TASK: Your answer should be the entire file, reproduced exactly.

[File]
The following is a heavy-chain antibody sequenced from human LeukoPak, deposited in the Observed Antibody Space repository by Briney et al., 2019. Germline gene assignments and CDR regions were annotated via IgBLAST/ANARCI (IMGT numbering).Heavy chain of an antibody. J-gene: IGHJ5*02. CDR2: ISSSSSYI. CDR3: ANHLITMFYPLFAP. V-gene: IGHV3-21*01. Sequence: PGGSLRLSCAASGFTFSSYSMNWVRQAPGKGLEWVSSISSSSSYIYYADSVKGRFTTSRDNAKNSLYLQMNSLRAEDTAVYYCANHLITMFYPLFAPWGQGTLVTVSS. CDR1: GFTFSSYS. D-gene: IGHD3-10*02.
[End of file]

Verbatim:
The following is a heavy-chain antibody sequenced from human LeukoPak, deposited in the Observed Antibody Space repository by Briney et al., 2019. Germline gene assignments and CDR regions were annotated via IgBLAST/ANARCI (IMGT numbering).Heavy chain of an antibody. J-gene: IGHJ5*02. CDR2: ISSSSSYI. CDR3: ANHLITMFYPLFAP. V-gene: IGHV3-21*01. Sequence: PGGSLRLSCAASGFTFSSYSMNWVRQAPGKGLEWVSSISSSSSYIYYADSVKGRFTTSRDNAKNSLYLQMNSLRAEDTAVYYCANHLITMFYPLFAPWGQGTLVTVSS. CDR1: GFTFSSYS. D-gene: IGHD3-10*02.